“We are highly motivated to reduce that uncertainty,” Fetterman says. “Often the most common way people get rid of it is by rejecting the new information or creating a new knowledge that actually gets rid of it. Not too often we change our thoughts or behaviors to align with the new information.” This can be like taking in only information that confirms pre-existing beliefs, justifies the belief, or negates something that contradicts their beliefs.” The motivation to reduce that dissonance leads us to double down or come back even stronger with our beliefs. beliefs,” Fetterman says.

When we make mistakes, we risk social exclusion or shame. As social beings, we are constantly looking for acceptance within groups. Doing something wrong exposes us to criticism from members of those groups. “What I’ve seen in my own research and being wrong with other people’s research on the topic is that the biggest concern people have is that they’re going to be embarrassed or people will think they’re stupid,” Fetterman says. “Admitting that you are wrong, even to yourself, you fear that you will be rejected by your fellow human beings.”

The irony is how wrong we are about the perception that we are wrong. Fetterman’s Research shows admitting mistakes actually improves our reputation. By admitting our mistakes, others see us as kinder and more pleasant. In his lab, Fetterman studies whether knowing the reputational impact of admitting inequalities will determine whether people will be more willing to admit they’re wrong in the future. “So we try to subtly educate people about our own research, and then see if that affects whether they’ll admit they’re wrong in a different situation,” he says.

The wake up call

Acknowledging mistakes can happen as quickly as realizing we tapped the wrong person on the shoulder at an event to a years-long process of slowly determining how we previously saw the world was wrong.

Growing up, Anna Chiranova had specific beliefs: “I thought poor people were lazy and the government was full of a bunch of socialist bureaucrats trying to play Robin Hood with my money,” she says. When she graduated from college, the recession was at its peak. Chiranova held three jobs, none of which offered health insurance, rented an apartment with roommates, and made instant windows stretch to two meals. “I learned pretty quickly that sometimes, no matter how hard you work, there are system errors that hold you back,” says Chiranova, who now runs her own video production company.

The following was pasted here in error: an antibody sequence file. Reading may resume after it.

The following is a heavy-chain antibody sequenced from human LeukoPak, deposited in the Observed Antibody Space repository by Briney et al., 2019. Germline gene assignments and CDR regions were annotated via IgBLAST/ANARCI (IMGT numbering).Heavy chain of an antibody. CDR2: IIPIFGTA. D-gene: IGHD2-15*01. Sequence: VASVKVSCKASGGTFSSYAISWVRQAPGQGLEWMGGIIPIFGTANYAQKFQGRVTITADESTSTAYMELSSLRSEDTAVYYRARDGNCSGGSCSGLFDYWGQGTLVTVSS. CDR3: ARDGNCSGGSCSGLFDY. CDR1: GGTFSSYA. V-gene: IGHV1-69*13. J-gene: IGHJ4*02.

Sometimes we form new beliefs that replace old ones, such as Chiranova, or are alarmed by signals that indicate our mistake, such as a two-hour road trip turning into a seven-hour road trip thanks to a few wrong turns. Just the systematic presentation of evidence that defies our beliefs can help point the needle in the direction of a wake-up call, Fetterman says. “Over time, fact after fact after fact will begin to erode people’s beliefs.”

To come to these realizations, Brown says we have to be open to the fact that we are capable of making mistakes and put our egos aside to accept that we live in a world where we hesitate or on the one hand. somehow changed their mind. In fact, Fetterman says, if we accept our own mistakes, we can be more open to mistakes.

It’s normal to get defensive or apologize for why you were wrong, but “these strategies for shifting responsibility for our mistakes get in the way of a better, more productive relationship with mistakes” Schulz writes. Admitting mistakes without excuse — to simply say, “I was wrong” — is a skill, Brown says. “It’s probably going to come out more as an explanation of why they did what they did,” Brown says. But with time and practice, we can come to recognize our mistakes without explaining them. The key is to consistently admit our mistakes as soon as we realize we are wrong.